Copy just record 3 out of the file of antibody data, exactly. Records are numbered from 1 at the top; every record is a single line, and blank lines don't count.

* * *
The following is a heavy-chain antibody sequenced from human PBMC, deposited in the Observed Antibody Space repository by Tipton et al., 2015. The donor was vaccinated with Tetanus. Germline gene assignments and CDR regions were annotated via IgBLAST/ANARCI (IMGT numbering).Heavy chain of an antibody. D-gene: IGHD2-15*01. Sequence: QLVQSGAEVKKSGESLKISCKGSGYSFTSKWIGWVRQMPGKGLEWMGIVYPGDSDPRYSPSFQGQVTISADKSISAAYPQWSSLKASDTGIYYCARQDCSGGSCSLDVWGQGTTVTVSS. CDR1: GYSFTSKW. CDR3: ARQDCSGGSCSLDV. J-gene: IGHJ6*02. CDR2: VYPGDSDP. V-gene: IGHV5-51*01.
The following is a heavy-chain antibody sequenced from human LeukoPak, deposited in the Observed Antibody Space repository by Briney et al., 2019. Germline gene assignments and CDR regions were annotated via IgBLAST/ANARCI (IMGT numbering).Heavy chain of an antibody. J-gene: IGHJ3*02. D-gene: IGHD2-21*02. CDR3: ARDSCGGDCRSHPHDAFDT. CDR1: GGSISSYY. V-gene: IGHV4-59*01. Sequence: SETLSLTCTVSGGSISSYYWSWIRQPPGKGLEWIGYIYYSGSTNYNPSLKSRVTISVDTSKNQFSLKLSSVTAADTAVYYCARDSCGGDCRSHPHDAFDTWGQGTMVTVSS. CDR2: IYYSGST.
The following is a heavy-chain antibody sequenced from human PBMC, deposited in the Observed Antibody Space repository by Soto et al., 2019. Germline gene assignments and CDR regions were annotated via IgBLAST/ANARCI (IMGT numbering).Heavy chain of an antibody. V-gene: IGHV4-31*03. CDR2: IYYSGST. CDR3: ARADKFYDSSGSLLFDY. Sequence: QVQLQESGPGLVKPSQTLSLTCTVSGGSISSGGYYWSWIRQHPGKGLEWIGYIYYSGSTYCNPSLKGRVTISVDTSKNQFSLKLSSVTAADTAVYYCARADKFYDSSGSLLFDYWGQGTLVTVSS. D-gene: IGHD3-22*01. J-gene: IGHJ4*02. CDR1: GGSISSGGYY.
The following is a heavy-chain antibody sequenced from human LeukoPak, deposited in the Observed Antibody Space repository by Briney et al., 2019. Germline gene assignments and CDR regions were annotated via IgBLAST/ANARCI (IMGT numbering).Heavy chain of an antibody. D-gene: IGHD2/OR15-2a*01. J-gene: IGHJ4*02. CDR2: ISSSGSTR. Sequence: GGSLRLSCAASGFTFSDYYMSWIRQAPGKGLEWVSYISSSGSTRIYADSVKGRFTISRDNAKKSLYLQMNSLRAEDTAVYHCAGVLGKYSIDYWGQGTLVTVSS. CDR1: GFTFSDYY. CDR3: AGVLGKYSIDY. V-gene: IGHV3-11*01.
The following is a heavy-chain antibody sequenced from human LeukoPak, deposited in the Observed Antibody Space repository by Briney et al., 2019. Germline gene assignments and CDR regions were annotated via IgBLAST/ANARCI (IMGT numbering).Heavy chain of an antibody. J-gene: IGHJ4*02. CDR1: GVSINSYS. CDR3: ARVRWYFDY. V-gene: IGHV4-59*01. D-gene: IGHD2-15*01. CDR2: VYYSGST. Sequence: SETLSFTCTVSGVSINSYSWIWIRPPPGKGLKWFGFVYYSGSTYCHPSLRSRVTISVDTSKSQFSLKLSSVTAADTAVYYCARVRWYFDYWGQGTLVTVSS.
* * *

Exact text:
The following is a heavy-chain antibody sequenced from human PBMC, deposited in the Observed Antibody Space repository by Soto et al., 2019. Germline gene assignments and CDR regions were annotated via IgBLAST/ANARCI (IMGT numbering).Heavy chain of an antibody. V-gene: IGHV4-31*03. CDR2: IYYSGST. CDR3: ARADKFYDSSGSLLFDY. Sequence: QVQLQESGPGLVKPSQTLSLTCTVSGGSISSGGYYWSWIRQHPGKGLEWIGYIYYSGSTYCNPSLKGRVTISVDTSKNQFSLKLSSVTAADTAVYYCARADKFYDSSGSLLFDYWGQGTLVTVSS. D-gene: IGHD3-22*01. J-gene: IGHJ4*02. CDR1: GGSISSGGYY.